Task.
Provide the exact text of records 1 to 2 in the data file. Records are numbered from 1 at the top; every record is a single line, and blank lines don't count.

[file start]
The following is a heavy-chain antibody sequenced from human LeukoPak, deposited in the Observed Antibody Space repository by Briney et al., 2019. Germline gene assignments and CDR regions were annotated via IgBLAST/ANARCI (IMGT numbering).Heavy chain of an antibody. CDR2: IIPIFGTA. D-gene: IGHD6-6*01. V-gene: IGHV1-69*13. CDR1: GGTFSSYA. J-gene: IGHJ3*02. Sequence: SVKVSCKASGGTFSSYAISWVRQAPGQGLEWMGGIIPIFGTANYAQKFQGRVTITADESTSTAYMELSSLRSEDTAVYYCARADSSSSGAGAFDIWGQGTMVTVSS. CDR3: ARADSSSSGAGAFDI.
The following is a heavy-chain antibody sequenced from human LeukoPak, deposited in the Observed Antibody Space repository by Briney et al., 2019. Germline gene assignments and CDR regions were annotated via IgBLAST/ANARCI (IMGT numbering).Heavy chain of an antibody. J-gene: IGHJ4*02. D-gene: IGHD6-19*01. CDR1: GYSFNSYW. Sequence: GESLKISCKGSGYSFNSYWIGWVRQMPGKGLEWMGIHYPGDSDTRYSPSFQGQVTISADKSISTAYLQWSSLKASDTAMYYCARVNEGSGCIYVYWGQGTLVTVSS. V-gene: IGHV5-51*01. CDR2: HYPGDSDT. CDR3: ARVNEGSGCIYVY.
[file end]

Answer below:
The following is a heavy-chain antibody sequenced from human LeukoPak, deposited in the Observed Antibody Space repository by Briney et al., 2019. Germline gene assignments and CDR regions were annotated via IgBLAST/ANARCI (IMGT numbering).Heavy chain of an antibody. CDR2: IIPIFGTA. D-gene: IGHD6-6*01. V-gene: IGHV1-69*13. CDR1: GGTFSSYA. J-gene: IGHJ3*02. Sequence: SVKVSCKASGGTFSSYAISWVRQAPGQGLEWMGGIIPIFGTANYAQKFQGRVTITADESTSTAYMELSSLRSEDTAVYYCARADSSSSGAGAFDIWGQGTMVTVSS. CDR3: ARADSSSSGAGAFDI.
The following is a heavy-chain antibody sequenced from human LeukoPak, deposited in the Observed Antibody Space repository by Briney et al., 2019. Germline gene assignments and CDR regions were annotated via IgBLAST/ANARCI (IMGT numbering).Heavy chain of an antibody. J-gene: IGHJ4*02. D-gene: IGHD6-19*01. CDR1: GYSFNSYW. Sequence: GESLKISCKGSGYSFNSYWIGWVRQMPGKGLEWMGIHYPGDSDTRYSPSFQGQVTISADKSISTAYLQWSSLKASDTAMYYCARVNEGSGCIYVYWGQGTLVTVSS. V-gene: IGHV5-51*01. CDR2: HYPGDSDT. CDR3: ARVNEGSGCIYVY.